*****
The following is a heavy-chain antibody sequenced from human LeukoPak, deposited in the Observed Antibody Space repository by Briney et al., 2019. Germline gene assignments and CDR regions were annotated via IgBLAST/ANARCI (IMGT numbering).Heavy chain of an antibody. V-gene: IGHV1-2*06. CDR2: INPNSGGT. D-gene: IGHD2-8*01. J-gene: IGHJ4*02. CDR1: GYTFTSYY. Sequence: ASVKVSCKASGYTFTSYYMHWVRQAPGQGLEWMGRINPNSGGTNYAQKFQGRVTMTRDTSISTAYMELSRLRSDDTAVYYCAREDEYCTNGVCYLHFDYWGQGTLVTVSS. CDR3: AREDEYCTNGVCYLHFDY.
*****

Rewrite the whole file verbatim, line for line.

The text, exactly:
The following is a heavy-chain antibody sequenced from human LeukoPak, deposited in the Observed Antibody Space repository by Briney et al., 2019. Germline gene assignments and CDR regions were annotated via IgBLAST/ANARCI (IMGT numbering).Heavy chain of an antibody. V-gene: IGHV1-2*06. CDR2: INPNSGGT. D-gene: IGHD2-8*01. J-gene: IGHJ4*02. CDR1: GYTFTSYY. Sequence: ASVKVSCKASGYTFTSYYMHWVRQAPGQGLEWMGRINPNSGGTNYAQKFQGRVTMTRDTSISTAYMELSRLRSDDTAVYYCAREDEYCTNGVCYLHFDYWGQGTLVTVSS. CDR3: AREDEYCTNGVCYLHFDY.